Newspaper Page Text
e iSlDaidsSofllSe Ibiea
Texas & Paciic Railway
)AEENiE' TRBAIN iSOIN WBAST.
'No. t2 Cannon hall ...................5: 59 A, M
No. 54, Now Orleans mail..............2:56 p. U.
No. Si. Arccr no,ation .... . .........8:47 A. M,
PASSENGER TRAINS GOINO WEST.
No. 51,~ x e a,. fast mail............... 8:55 P. L.
No. 5.1, ,a express......... .......11 :35 A. .
No. 55. :cl,mudation ..........6:55 P. M.
IA ' IRHiE BR4I5NGR.
No. 6:3, Loaves for Ti'ibodaux...... ....6:55 P. .
iNo. 64, Arrives from I'hitxblanI.. ... 8:40 A. M.
N 5. 65, Loaves for Thibdanx ........11 :40 A. M.
cu.. 4;. Arrivos from Thibodlaux.......3:14. P. M.
No. 94, .trriv.- 'ron Naplenvill .... :40 A. M.
N... 95", I.,aver f,,r Na1 ol, on viiie......11:40 A. M.
No. 96.. rrive.s from .Palr,la ,nvi.ie.....300 P. M.
.1,. 913. Leaves for Napol.ouville....... 6:55 P. M.
Lo.cal freieht trains eacn way daily, Sunday
excepted, . ,. Al. 'IAT'INGIY, Local Agent.
MISSISSIPPI VALLEY ROUTE,
1. G. DAVIDSON. Captaia P. T. BABIN, Clerk
This swift and olegart boat makes
FOvU TRIPS D.AIS.Y
t,etweea f)onadsonvilte and Burnside, con.
necting with passenger trains, as follows:
Passengers going north take boat at,:45 o'clock
a. II. ald 4:50 o clock p. *u.
'as.nolegl..r g.,ini south take boat at :.50o'clock
a. .. a~ndl 2:15 .'clock p. la.
At h.,rse-.i r at t;ur,.eido will convoy paseRanger,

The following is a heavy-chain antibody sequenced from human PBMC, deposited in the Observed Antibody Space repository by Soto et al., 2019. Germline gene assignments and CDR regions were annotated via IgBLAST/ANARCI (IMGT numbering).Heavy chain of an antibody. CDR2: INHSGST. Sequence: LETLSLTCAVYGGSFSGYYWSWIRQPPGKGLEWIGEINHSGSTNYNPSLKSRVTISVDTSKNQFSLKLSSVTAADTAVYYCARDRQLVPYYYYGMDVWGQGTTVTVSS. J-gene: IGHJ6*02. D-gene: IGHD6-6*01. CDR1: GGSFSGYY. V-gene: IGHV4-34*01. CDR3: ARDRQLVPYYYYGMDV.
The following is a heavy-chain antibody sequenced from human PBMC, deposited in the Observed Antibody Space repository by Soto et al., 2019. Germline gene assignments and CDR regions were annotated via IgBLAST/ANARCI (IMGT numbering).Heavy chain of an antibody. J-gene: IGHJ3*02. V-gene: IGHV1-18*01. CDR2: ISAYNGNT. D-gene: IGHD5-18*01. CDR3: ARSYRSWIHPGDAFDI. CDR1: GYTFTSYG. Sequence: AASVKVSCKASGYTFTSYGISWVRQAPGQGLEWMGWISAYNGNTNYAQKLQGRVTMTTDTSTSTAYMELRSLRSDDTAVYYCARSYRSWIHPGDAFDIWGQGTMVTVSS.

to alnd from tht. boat FREE OF CHARGE.
7'lr,.u*'4h irketots 0t all poinut sold .e the boat.
Trunks and Baggage Handled.
L.A. Colomb & Son
2lhllIflifflwili anllnll iannlMl nU MuMUInI un cH
We have just received
'a swell line of men's
shirts. The prices are
ias small as the assort. °
tiient is large
M Aso( a fine line of the
popular Eagle shirts at
1 $1.00 to $4.00 O
J. A. Dalferes
lfllllllll ll iHi lIIDIIIIll IMll UIMfllM llUflnl.l
SATURDAY. SEPT. 28.1907
Clint Pearce, of Burnside, is visit
ing relatives at Cheneyville.
W. B. Sharp, of New Iberia. is in
town on a visit to relatives.
Mrs. B. Rybiski was a visitor to
New Orleans during the early part of
Deputy Sheriff William Acy, of the
seventh ward, was in town Thursday
Oil, wood and coal heaters, any size,
any price. Ready when you want 'em.
It. Henderson & Bro.
Misses Rowena Boote and Renie
Stephenson, of Burnside, are the
guests of Miss Marie St. Martin.
Rev. Alvin W. Skardon will con
duct services in the local Episcopal
church at 10 o'clock tomorrow fore
Gus. Rybiski, of Paincourtville,
w:as circulating among his many
friends in this community on Wed
Mrs. J. Fleet'Loleman, of Crowley,
is the charming guest of Mrs. R. N.
Simrs at her pretty home in Cheti
Mrs. F. B. Lemann and her little
,on, Bernard, returned Tuesday fore